“In the initial aftermath of 9/11, government officials immediately recognized the need for improved border control and automated systems for identifying individuals trying to enter the country. New biometrics technologies offered one means of verifying identities and comparing these records against watchlists of potential threats gathered by DoD and other government agencies,” writes COL Glenn Voelz, USA.
“As the United States shifted towards a counterinsurgency strategy, it required population-centric information and refined targeting intelligence for identifying, isolating, and eliminating insurgents from the battlefield. These operational challenges demanded new technologies to enable U.S. forces to detect and identify individual actors, characterize and geo-locate their activities, and understand the structure and function of their networks. This presented an enormous tactical dilemma for soldiers fighting on an irregular battlefield against adversaries who did not wear uniforms and could not easily be distinguished from the local population. As such, identity verification emerged as one of the major technical challenges of the campaigns in Iraq and Afghanistan,”writes COL Glenn Voelz, USA.
In early 2002, a BAT prototype was fielded to Joint Special Operations Command in Afghanistan and first used for enrolling persons of interest detained on the battlefield. By 2003, similar systems were deployed at detention facilities in Iraq for detainee management and later as a tool for generating biometrically enhanced interrogation reporting (Iasso, 2013). By 2004, DoD directed that all U.S. military units worldwide would collect biometric data from detainees (DoD, 2004). One vivid demonstration of the value of this data came in 2011 when 500 Taliban prisoners escaped from Kandahar’s Sarposa prison. All detainees had previously undergone biometric enrollment, and within 1 month 30 individuals were recaptured in the local area as a result of random biometric checks.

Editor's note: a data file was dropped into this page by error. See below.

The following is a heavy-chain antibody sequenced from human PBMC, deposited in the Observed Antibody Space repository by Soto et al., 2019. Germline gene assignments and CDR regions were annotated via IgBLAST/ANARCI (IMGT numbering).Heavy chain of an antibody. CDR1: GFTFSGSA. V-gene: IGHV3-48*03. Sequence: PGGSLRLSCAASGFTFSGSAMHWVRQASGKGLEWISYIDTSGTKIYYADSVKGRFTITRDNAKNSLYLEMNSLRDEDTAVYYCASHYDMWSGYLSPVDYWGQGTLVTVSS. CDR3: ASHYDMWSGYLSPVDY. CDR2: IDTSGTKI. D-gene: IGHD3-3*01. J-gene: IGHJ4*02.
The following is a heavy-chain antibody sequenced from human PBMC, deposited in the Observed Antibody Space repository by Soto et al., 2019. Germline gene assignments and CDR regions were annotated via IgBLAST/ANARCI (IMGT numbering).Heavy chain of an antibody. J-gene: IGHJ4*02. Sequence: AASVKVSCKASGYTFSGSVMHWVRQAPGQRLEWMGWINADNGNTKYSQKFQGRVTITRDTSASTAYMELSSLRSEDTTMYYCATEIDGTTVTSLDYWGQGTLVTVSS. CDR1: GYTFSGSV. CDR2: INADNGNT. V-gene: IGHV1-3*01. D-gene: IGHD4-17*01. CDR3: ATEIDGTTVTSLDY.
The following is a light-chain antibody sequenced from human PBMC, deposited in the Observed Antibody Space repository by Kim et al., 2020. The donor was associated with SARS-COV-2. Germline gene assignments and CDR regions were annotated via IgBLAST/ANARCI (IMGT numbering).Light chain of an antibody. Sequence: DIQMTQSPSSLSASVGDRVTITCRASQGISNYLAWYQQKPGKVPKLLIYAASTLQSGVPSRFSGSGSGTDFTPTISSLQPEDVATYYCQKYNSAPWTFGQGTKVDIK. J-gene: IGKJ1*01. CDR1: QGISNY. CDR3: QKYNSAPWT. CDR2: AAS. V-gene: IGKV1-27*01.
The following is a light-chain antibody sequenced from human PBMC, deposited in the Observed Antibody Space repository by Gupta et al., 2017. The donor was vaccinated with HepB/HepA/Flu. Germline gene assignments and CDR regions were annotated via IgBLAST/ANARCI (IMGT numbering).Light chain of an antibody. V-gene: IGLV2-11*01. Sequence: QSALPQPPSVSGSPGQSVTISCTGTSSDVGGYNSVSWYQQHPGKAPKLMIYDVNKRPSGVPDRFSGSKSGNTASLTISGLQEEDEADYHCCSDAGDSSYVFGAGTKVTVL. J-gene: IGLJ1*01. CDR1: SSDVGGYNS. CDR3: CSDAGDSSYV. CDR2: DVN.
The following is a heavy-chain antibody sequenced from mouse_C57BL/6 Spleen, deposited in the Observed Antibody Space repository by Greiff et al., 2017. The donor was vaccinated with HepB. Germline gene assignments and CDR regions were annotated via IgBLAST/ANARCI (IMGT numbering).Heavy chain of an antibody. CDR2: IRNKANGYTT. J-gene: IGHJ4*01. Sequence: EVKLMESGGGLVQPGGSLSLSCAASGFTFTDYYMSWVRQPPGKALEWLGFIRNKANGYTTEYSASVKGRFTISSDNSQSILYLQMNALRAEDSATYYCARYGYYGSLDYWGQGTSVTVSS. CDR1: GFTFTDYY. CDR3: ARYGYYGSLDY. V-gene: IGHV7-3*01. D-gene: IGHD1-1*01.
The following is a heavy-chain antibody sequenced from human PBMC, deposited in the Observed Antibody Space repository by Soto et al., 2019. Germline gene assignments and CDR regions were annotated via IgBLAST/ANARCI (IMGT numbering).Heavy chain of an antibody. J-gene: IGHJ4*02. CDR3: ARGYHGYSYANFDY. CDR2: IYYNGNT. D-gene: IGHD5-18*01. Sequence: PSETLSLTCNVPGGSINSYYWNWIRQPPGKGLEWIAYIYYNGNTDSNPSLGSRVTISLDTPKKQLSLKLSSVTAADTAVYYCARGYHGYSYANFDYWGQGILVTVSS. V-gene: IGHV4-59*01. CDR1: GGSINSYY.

In this complex human terrain, biometric technologies helped put a uniform on the nation’s enemies and reduced their ability to leverage anonymity for military advantage. Technavio defense research analyst Moutushi Saha asserts in a report summary that the “US military has been using iris scan technology for over a decade in Iraq and Afghanistan to authorize selected individual’s entry into the military facilities in the US bases.” Such access control applications will continue to be important, but iris scanning is also finding its way into other areas such as passport control and civil ID, as seen in India’s Aadhaar program.